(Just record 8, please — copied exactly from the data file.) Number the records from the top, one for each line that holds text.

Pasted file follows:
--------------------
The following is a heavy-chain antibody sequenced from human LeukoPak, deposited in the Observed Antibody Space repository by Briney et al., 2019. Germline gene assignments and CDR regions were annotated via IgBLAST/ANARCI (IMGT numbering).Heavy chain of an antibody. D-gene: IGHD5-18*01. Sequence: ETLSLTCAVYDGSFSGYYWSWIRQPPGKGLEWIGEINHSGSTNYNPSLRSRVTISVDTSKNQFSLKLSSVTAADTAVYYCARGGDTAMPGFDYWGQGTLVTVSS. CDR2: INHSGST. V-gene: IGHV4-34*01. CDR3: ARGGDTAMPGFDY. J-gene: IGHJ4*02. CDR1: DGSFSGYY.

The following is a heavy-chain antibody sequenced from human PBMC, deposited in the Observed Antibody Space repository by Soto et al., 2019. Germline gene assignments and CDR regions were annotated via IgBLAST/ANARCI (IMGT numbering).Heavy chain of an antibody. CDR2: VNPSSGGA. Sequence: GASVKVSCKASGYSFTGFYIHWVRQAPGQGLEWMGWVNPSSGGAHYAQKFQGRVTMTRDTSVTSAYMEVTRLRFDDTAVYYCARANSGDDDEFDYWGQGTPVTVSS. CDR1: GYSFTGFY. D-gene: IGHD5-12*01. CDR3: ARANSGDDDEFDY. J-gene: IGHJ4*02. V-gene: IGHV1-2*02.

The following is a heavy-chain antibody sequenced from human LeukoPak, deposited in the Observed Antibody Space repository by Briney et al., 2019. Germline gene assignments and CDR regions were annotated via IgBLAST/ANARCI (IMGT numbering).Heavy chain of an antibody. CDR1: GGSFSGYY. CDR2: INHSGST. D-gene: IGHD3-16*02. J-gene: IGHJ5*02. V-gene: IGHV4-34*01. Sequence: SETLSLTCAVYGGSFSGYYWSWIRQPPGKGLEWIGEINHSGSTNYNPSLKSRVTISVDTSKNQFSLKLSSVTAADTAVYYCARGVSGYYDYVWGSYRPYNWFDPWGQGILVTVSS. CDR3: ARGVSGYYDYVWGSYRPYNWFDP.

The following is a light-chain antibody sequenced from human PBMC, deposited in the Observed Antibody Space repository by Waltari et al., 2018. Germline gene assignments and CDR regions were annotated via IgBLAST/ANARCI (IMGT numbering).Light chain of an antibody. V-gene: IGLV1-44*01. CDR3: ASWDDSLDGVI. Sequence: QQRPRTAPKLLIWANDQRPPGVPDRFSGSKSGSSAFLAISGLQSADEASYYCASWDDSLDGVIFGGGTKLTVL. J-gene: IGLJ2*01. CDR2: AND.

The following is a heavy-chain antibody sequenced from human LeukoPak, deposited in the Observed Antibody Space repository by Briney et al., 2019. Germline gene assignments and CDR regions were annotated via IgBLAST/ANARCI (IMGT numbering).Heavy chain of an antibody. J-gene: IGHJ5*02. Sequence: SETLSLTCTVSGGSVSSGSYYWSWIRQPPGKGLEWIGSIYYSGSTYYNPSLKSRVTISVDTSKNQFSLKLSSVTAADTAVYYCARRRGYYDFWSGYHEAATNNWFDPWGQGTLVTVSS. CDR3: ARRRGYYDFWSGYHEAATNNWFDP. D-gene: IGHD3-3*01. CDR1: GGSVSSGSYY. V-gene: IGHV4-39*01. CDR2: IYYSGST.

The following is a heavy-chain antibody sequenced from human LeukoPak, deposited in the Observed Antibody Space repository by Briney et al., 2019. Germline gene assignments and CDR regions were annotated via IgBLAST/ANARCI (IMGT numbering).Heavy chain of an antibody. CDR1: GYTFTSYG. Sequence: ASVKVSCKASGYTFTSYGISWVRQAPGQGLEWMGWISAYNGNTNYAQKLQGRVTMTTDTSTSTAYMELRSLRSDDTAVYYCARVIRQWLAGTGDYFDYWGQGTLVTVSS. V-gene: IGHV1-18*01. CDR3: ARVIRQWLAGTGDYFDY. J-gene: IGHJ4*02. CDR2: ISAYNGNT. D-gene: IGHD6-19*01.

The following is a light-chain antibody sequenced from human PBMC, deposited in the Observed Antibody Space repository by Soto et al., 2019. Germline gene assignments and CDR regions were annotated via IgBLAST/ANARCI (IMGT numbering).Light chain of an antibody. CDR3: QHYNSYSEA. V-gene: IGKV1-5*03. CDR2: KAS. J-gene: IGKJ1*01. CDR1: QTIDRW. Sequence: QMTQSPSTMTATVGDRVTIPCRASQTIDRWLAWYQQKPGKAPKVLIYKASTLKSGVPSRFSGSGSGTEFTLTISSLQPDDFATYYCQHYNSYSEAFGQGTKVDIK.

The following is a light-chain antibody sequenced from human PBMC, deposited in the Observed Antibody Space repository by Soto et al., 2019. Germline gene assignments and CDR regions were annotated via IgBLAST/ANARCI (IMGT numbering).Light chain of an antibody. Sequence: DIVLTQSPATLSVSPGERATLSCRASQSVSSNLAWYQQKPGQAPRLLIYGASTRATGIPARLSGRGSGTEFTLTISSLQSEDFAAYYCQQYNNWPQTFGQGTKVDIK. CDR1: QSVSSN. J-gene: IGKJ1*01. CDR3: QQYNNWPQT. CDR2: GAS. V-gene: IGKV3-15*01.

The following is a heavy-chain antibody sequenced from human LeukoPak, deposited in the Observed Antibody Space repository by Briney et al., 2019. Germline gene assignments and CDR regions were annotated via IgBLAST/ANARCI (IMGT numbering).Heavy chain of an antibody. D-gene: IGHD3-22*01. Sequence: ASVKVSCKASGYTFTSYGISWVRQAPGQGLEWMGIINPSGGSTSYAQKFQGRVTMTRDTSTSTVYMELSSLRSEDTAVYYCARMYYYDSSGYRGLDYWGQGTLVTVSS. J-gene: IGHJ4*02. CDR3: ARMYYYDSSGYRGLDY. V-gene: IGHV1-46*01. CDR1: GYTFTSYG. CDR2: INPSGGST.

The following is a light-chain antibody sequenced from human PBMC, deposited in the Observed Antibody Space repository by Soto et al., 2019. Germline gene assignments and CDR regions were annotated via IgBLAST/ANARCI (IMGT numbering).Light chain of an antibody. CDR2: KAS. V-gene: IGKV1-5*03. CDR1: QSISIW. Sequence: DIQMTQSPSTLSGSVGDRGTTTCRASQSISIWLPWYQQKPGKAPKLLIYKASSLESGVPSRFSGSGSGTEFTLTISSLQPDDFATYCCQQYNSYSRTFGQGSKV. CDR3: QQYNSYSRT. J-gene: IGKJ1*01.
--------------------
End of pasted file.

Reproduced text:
The following is a light-chain antibody sequenced from human PBMC, deposited in the Observed Antibody Space repository by Soto et al., 2019. Germline gene assignments and CDR regions were annotated via IgBLAST/ANARCI (IMGT numbering).Light chain of an antibody. Sequence: DIVLTQSPATLSVSPGERATLSCRASQSVSSNLAWYQQKPGQAPRLLIYGASTRATGIPARLSGRGSGTEFTLTISSLQSEDFAAYYCQQYNNWPQTFGQGTKVDIK. CDR1: QSVSSN. J-gene: IGKJ1*01. CDR3: QQYNNWPQT. CDR2: GAS. V-gene: IGKV3-15*01.